Wall Street ends lower amid rate concerns, higher bond yields


NEW YORK (Reuters) – U.S. stocks fell on Wednesday amid further gains in Treasury yields and concern over the timing and scale of possible interest rate cuts from the Federal Reserve.

The Dow fell more than 1% and hit its lowest level in nearly a month. All of the S&P 500 sectors ended lower as well, with rate-sensitive utilities among sectors with the biggest declines.

The yield on the benchmark 10-year U.S. Treasury note hit four-week highs at 4.6%, extending Tuesday’s gains, after weak debt auctions.

“You continue to see this rise in bond yields, which is pressuring equities… It’s a continuation of this unstable, uneven recovery,” said James Abate, fund manager of the Centre American Select Equity fund.

Conflicting expectations on the size and the timing of potential interest rate cuts have kept the market on edge since the start of this year.

Sticky inflation and hawkish comments from central bankers have forced traders to temper down rate cut expectations to only one by November or December, per the CME FedWatch Tool, from multiple cuts expected at the start of the year.

Stocks held their losses following the release of the Beige Book, a U.S. Fed survey. It showed U.S. economic activity continued to expand from early April through mid-May, but firms grew more pessimistic about the future while inflation increased at a modest pace.

The S&P 500 lost 39.09 points, or 0.74%, to 5,266.95 while the Nasdaq Composite lost 99.30 points, or 0.58%, to 16,920.58. The Dow Jones Industrial Average fell 411.32 points, or 1.06%, to 38,441.54.

The main focus this week will be on Friday’s release of April’s Personal Consumption Expenditure data – the Fed’s preferred inflation gauge.

The Nasdaq retreated after closing above the 17,000 mark for the first time on Tuesday, while the small-caps Russell 2000 index fell 1.5%.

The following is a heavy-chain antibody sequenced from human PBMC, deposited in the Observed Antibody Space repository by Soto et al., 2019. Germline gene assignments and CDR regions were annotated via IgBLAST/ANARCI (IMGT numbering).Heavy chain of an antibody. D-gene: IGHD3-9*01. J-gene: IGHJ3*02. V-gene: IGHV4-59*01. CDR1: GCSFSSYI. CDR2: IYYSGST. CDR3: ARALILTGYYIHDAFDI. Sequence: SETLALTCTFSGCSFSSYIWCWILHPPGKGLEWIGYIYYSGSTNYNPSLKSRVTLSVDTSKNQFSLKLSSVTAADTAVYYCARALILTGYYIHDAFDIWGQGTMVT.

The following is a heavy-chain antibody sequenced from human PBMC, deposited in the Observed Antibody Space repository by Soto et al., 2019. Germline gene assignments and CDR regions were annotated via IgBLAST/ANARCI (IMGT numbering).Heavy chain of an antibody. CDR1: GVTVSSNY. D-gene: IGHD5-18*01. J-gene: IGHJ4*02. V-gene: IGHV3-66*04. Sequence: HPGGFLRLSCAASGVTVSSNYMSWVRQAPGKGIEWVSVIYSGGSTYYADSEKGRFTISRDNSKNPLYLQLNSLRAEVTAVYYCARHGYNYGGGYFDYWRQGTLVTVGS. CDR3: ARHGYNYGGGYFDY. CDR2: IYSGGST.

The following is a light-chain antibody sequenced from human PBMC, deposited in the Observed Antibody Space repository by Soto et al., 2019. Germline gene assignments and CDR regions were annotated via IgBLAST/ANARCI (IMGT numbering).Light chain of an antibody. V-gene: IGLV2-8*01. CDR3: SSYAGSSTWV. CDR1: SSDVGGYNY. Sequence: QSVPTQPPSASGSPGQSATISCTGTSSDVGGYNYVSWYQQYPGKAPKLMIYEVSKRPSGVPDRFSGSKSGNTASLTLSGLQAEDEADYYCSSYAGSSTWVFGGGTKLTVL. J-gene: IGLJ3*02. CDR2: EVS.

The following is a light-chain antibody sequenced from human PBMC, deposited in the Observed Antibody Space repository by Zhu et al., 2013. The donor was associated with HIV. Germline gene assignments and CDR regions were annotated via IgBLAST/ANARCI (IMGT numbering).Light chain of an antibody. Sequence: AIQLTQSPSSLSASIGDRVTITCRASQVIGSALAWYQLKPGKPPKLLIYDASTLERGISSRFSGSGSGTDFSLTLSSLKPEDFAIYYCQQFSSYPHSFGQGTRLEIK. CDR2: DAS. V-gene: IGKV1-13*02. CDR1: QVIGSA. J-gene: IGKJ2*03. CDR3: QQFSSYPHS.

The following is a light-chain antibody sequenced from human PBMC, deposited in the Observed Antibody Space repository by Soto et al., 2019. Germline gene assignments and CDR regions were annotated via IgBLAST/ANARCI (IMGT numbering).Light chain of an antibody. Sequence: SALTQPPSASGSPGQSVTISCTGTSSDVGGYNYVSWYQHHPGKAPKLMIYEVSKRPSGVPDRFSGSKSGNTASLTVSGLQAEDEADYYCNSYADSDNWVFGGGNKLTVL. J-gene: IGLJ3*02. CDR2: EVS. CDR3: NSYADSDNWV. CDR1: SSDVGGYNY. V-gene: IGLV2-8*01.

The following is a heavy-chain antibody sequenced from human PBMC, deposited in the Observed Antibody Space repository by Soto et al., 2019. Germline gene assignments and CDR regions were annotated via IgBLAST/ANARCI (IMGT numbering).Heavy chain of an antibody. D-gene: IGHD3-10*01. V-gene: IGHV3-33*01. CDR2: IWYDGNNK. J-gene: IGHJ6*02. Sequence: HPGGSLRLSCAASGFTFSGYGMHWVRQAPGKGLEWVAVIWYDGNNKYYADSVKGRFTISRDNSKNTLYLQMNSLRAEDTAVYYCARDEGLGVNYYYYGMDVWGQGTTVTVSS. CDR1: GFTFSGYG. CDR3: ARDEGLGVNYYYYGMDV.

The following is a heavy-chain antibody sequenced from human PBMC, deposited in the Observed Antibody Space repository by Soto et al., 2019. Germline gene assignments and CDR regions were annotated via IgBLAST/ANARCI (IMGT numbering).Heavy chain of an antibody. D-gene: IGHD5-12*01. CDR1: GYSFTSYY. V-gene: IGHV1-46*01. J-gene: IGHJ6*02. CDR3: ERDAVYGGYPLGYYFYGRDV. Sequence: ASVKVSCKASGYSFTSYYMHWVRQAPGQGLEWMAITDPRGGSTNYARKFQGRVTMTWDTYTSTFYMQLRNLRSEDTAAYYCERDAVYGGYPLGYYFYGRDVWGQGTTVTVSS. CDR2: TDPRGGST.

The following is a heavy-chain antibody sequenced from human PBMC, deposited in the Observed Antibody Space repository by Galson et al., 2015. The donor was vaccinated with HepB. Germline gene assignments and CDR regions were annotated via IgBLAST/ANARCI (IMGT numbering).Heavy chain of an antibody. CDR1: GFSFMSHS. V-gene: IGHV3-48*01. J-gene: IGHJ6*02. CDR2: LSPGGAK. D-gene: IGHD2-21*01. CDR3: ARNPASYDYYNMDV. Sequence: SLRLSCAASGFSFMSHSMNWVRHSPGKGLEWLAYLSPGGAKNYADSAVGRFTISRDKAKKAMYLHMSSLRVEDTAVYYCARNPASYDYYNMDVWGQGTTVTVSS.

After the closing bell, shares of Salesforce were down more than 15% as the company reported results and forecast second quarter revenue below estimates. Salesforce shares ended the regular session up 0.7%.

During the regular session, shares of Marathon Oil advanced 8.4% after ConocoPhillips said it would buy the company in an all-stock deal for a little over its $15 billion market value. ConocoPhillips fell 3.1%. The energy sector dropped 1.8%.

Airline stocks declined, led by American Airlines, which declined 13.5% after the company cut its second-quarter profit forecast.

Dick’s Sporting Goods rose 15.9% after lifting forecasts for annual sales and profit, while Abercrombie & Fitch shot up 24.3% on raised annual sales growth forecast.

On the Nasdaq, declining issues outnumbered advancers by a 2.78-to-1 ratio and a 5.25-to-1 ratio on the NYSE.

The S&P 500 posted 7 new 52-week highs and 16 new lows while the Nasdaq Composite recorded 45 new highs and 149 new lows.

Volume on U.S. exchanges was 12.24 billion shares, compared with the 12.38 billion average for the full session over the last 20 trading days.

(Reporting by Abigail Summerville in New York and Johann M Cherian and Lisa Pauline Mattackal in Bengaluru; Editing by Shinjini Ganguli and Aurora Ellis)

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